Anxiety, Depression Linked to Patient Overestimation of Psoriasis Severity


The study underscores the importance of interpreting patient-reported disease severity scores in the context of mental health factors.


A cohort study of patients with psoriasis found that discordance in physician and patient disease severity assessments was associated with poorer mental health status.

“Although data are limited in psoriasis, studies have identified discordance between physician and patient measures of disease severity in chronic inflammatory diseases, for example, among one-third of patients with rheumatoid arthritis,” noted the study investigators.

Previous research has linked such discordance with patient dissatisfaction, lower treatment adherence, and worse disease outcomes. Therefore, the investigators indicated, it becomes necessary to evaluate potential underlying factors for these discrepancies so as to optimize care and shared decision-making.

A team led by Ewan Carr, PhD, Institute of Psychiatry, Psychology & Neuroscience, King’s College London, evaluated psoriasis patients using self-assessment and clinical screening measures.

All patients had attended a large specialist service In London and Southeast England between May 12, 2016 — November 1, 2018. Data was analyzed between July 22 — October 22, 2019.

Psoriasis and Mental Health

Carr and colleages evaluated 502 individuals, thus amounting to 1985 total observations.

Of the population, a majority were male (68%) and white individuals (79%). The mean age was 47 years.

On each visit, psoriasis severity was assessed using identifical patient and physician global assessment scales. Patients were asked to rate their disease severity on a 5-point scale, with 1 indicating clear/nearly clear and 5 indicating very clear.

Physicians rated patients on the same scale, and discordance was measured by substracting the patient assessment from the physician assessment.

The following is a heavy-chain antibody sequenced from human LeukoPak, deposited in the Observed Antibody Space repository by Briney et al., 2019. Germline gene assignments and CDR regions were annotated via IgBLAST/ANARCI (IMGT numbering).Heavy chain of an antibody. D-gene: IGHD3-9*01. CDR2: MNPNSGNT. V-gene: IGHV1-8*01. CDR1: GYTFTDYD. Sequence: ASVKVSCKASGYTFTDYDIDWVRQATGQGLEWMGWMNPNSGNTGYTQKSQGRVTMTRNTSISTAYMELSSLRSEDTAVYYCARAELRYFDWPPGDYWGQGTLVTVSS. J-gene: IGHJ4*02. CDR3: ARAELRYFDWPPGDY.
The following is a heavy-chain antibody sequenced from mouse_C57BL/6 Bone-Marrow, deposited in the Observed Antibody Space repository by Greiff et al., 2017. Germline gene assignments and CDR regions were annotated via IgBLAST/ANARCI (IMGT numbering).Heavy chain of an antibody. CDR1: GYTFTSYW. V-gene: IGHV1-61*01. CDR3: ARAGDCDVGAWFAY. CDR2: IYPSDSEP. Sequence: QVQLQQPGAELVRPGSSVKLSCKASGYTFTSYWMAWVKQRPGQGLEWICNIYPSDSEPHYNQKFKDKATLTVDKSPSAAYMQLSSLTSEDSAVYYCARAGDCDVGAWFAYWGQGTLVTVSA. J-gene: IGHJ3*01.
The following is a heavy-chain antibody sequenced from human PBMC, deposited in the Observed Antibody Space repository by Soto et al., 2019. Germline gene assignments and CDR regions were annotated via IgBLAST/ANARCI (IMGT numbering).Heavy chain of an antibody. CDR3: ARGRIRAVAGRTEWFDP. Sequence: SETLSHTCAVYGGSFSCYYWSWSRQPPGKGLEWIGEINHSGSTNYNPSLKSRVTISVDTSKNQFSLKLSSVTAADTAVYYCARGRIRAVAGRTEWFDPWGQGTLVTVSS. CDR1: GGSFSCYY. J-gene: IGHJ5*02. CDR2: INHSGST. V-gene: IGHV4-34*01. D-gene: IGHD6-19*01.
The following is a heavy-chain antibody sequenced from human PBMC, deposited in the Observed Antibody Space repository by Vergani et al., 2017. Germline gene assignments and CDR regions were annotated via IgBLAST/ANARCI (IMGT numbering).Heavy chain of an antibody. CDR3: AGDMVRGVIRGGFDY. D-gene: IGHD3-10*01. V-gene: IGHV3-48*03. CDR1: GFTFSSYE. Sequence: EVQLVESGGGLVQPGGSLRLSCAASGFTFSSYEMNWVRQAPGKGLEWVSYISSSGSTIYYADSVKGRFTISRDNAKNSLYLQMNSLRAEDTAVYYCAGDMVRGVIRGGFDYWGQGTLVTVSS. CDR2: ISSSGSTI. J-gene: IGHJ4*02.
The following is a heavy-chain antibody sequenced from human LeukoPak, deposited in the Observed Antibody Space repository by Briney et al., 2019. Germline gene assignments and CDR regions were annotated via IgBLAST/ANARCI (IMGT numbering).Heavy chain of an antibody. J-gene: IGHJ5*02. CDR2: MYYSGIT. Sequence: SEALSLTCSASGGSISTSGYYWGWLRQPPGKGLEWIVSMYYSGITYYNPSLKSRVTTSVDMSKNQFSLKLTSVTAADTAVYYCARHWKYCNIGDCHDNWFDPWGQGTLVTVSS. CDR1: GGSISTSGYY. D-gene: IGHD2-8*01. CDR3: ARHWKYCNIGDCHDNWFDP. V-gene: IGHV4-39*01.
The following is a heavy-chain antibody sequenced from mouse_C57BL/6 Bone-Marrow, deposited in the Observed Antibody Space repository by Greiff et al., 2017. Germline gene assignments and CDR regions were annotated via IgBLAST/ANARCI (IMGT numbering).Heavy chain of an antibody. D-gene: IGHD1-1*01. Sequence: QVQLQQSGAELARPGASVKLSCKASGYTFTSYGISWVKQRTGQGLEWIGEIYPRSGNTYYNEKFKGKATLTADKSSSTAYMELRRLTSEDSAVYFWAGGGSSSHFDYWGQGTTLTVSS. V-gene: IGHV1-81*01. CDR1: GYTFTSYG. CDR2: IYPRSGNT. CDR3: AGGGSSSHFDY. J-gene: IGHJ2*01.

Psoriasis severity was also evaluated using the Psoriasis Area and Severity Index (PASI).

Furthermore, probable major depressive disorder was screened using the Patient Health Questionnaire-2 (PHQ-2) and PHQ-9. Probable generalized anxiety disorder was screened using the Generalized Anxiety Disorder scale (GAD-7).

Thus, 9% of patients screened positive for depression, and 10% screened positive for anxiety.

The investigators also noted physician-patient discordance in 39% of the 1985 office visits.

More specifically, patients rated their psoriasis as less severe on 26% of visits. Patients overestimated severity on 13% of visits.

Those who were considered positive for depression or anxiety were more likely to overestimate their psoriasis severity compared with their physician (relative risk ratio: depression, 2.7; 95% CI, 1.6-4.5; anxiety, 2.1; 95% CI, 1.3-3.4).

“These findings remained statistically significant after adjustment for age, ethnicity, sex, body mass index, smoking, number of comorbidities, treatment modality, and presence of psoriatic arthritis,” the investigators reported.

However, they qualified their findings by noting that patients with anxiety and depression and more severe psoriasis (PASI score > 10) were more likely more to underestimate their disease severity.

Overestimation was more common if patients had PASI score ≤5.

“Thus, psoriasis severity may moderate the association of mental health status with patient-physician discordance,” Carr and team suggested.


The team acknowledged that their study did not account for stage of and experience with treatment regimens, which may have had an impact on mental health status. Furthermore, they believed that more work is needed to better understand what truly constitutes a meaningful level of discordance between patient and physician.

Nonetheless, they emphasized the implications of their findings, especially as they relate to addressing and screening for mental health in clinical practice. They encouraged the interpretation of patient-reported disease severity score in the context of comorbid anxiety and depression.

“The recognition, monitoring, and management of depression and anxiety in psoriasis by multidisciplinary health care teams (preferably encompassing clinical psychology expertise) has the potential to alleviate the substantial mental health burden in psoriasis while aligning clinician and patient perceptions of disease and treatment goals,” the investigators concluded.

The study, “Association of Patient Mental Health Status With the Level of Agreement Between Patient and Physician Ratings of Psoriasis Severity,” was published online in JAMA Dermatology.

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